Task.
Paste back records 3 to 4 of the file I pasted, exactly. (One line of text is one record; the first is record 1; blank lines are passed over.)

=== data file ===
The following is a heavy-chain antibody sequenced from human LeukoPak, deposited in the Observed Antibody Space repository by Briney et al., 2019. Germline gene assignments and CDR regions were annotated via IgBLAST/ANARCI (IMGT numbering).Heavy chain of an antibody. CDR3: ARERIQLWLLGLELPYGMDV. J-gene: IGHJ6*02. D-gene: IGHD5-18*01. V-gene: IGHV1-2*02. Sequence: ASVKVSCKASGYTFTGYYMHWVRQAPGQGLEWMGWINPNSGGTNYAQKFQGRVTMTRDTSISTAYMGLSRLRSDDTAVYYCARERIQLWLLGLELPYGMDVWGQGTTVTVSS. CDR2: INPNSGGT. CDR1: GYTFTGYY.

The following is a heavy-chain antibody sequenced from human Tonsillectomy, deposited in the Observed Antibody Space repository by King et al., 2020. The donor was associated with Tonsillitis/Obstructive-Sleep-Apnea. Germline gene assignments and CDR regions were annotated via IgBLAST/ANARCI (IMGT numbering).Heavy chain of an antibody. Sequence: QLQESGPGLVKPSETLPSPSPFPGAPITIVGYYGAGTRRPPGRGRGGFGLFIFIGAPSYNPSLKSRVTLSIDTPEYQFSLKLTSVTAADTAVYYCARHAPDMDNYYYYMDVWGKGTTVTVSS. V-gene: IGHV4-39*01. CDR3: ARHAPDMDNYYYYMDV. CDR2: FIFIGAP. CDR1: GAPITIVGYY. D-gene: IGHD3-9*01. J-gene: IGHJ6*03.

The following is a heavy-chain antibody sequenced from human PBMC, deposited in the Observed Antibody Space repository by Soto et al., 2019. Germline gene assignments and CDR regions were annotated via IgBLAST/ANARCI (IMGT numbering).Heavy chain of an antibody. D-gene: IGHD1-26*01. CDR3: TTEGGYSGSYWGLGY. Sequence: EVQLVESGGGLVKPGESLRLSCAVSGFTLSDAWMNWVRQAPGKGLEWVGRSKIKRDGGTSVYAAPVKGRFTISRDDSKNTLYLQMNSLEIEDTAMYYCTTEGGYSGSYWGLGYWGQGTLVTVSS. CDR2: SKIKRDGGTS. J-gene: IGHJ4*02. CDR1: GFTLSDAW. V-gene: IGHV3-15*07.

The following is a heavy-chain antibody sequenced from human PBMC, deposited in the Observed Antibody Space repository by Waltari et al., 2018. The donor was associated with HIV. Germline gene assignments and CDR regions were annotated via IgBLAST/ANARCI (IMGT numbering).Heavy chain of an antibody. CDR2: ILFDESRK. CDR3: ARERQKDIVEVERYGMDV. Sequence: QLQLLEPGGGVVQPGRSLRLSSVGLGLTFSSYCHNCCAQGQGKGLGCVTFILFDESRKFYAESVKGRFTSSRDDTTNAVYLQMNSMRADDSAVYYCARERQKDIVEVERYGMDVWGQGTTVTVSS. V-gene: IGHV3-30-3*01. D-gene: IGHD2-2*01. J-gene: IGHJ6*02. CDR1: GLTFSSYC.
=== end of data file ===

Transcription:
The following is a heavy-chain antibody sequenced from human PBMC, deposited in the Observed Antibody Space repository by Soto et al., 2019. Germline gene assignments and CDR regions were annotated via IgBLAST/ANARCI (IMGT numbering).Heavy chain of an antibody. D-gene: IGHD1-26*01. CDR3: TTEGGYSGSYWGLGY. Sequence: EVQLVESGGGLVKPGESLRLSCAVSGFTLSDAWMNWVRQAPGKGLEWVGRSKIKRDGGTSVYAAPVKGRFTISRDDSKNTLYLQMNSLEIEDTAMYYCTTEGGYSGSYWGLGYWGQGTLVTVSS. CDR2: SKIKRDGGTS. J-gene: IGHJ4*02. CDR1: GFTLSDAW. V-gene: IGHV3-15*07.

The following is a heavy-chain antibody sequenced from human PBMC, deposited in the Observed Antibody Space repository by Waltari et al., 2018. The donor was associated with HIV. Germline gene assignments and CDR regions were annotated via IgBLAST/ANARCI (IMGT numbering).Heavy chain of an antibody. CDR2: ILFDESRK. CDR3: ARERQKDIVEVERYGMDV. Sequence: QLQLLEPGGGVVQPGRSLRLSSVGLGLTFSSYCHNCCAQGQGKGLGCVTFILFDESRKFYAESVKGRFTSSRDDTTNAVYLQMNSMRADDSAVYYCARERQKDIVEVERYGMDVWGQGTTVTVSS. V-gene: IGHV3-30-3*01. D-gene: IGHD2-2*01. J-gene: IGHJ6*02. CDR1: GLTFSSYC.